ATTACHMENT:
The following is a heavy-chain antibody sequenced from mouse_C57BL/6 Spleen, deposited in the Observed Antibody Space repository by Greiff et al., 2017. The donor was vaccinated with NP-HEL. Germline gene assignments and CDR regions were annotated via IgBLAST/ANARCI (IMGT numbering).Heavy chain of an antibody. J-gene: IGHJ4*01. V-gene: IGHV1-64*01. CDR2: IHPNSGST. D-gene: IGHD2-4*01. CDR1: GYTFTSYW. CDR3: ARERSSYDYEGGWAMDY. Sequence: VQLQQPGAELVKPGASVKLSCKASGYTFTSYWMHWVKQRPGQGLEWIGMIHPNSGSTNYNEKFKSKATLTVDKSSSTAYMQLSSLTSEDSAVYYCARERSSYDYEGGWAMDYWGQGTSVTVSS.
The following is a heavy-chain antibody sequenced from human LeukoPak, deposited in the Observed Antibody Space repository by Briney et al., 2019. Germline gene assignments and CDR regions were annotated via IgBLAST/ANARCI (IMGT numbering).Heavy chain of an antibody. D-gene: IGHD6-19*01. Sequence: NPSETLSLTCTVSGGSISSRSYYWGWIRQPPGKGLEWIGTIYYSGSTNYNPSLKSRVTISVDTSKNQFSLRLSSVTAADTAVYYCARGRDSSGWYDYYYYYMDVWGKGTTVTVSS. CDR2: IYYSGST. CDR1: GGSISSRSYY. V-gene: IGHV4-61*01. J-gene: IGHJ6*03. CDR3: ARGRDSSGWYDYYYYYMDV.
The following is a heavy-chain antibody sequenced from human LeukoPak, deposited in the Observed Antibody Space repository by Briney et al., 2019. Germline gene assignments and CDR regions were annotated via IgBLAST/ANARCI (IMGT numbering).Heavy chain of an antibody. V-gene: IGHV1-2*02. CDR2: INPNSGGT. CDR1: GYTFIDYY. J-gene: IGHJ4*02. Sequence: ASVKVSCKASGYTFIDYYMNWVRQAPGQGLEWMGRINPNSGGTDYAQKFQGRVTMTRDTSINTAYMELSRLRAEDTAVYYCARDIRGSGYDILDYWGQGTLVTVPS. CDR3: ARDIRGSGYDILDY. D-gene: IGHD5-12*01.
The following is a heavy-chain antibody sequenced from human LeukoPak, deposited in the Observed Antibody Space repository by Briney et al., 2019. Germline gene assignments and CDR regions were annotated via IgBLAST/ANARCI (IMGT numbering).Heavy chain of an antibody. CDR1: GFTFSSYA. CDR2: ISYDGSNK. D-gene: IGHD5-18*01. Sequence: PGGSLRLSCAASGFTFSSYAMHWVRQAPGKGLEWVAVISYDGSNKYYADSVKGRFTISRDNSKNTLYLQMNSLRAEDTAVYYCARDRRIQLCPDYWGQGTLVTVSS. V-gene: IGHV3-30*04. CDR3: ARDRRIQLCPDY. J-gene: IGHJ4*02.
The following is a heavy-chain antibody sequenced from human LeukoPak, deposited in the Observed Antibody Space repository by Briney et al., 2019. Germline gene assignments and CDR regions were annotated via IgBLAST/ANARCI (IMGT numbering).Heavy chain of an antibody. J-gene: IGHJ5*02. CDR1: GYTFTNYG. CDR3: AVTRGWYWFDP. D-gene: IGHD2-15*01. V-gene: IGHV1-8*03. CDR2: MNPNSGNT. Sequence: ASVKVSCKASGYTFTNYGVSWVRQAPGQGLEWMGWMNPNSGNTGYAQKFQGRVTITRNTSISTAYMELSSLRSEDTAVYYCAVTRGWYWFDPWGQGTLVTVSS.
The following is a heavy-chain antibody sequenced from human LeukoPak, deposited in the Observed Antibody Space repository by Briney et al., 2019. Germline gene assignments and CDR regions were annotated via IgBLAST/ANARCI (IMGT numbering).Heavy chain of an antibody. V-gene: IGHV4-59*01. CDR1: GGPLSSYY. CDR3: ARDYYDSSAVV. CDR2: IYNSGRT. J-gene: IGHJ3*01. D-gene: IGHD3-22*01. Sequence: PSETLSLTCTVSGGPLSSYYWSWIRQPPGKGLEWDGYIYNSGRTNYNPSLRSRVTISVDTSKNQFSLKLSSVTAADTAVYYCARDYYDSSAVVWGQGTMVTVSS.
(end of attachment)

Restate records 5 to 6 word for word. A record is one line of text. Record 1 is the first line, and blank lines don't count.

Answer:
The following is a heavy-chain antibody sequenced from human LeukoPak, deposited in the Observed Antibody Space repository by Briney et al., 2019. Germline gene assignments and CDR regions were annotated via IgBLAST/ANARCI (IMGT numbering).Heavy chain of an antibody. J-gene: IGHJ5*02. CDR1: GYTFTNYG. CDR3: AVTRGWYWFDP. D-gene: IGHD2-15*01. V-gene: IGHV1-8*03. CDR2: MNPNSGNT. Sequence: ASVKVSCKASGYTFTNYGVSWVRQAPGQGLEWMGWMNPNSGNTGYAQKFQGRVTITRNTSISTAYMELSSLRSEDTAVYYCAVTRGWYWFDPWGQGTLVTVSS.
The following is a heavy-chain antibody sequenced from human LeukoPak, deposited in the Observed Antibody Space repository by Briney et al., 2019. Germline gene assignments and CDR regions were annotated via IgBLAST/ANARCI (IMGT numbering).Heavy chain of an antibody. V-gene: IGHV4-59*01. CDR1: GGPLSSYY. CDR3: ARDYYDSSAVV. CDR2: IYNSGRT. J-gene: IGHJ3*01. D-gene: IGHD3-22*01. Sequence: PSETLSLTCTVSGGPLSSYYWSWIRQPPGKGLEWDGYIYNSGRTNYNPSLRSRVTISVDTSKNQFSLKLSSVTAADTAVYYCARDYYDSSAVVWGQGTMVTVSS.